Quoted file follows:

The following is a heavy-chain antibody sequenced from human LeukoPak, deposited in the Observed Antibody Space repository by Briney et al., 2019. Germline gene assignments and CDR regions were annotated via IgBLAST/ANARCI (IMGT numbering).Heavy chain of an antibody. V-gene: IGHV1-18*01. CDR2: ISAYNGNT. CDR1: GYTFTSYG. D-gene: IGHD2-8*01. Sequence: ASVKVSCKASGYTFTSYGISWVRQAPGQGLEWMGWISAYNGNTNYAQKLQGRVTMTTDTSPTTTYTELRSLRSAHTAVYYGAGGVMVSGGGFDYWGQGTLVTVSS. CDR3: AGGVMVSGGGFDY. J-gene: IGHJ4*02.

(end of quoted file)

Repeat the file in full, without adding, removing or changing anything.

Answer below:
The following is a heavy-chain antibody sequenced from human LeukoPak, deposited in the Observed Antibody Space repository by Briney et al., 2019. Germline gene assignments and CDR regions were annotated via IgBLAST/ANARCI (IMGT numbering).Heavy chain of an antibody. V-gene: IGHV1-18*01. CDR2: ISAYNGNT. CDR1: GYTFTSYG. D-gene: IGHD2-8*01. Sequence: ASVKVSCKASGYTFTSYGISWVRQAPGQGLEWMGWISAYNGNTNYAQKLQGRVTMTTDTSPTTTYTELRSLRSAHTAVYYGAGGVMVSGGGFDYWGQGTLVTVSS. CDR3: AGGVMVSGGGFDY. J-gene: IGHJ4*02.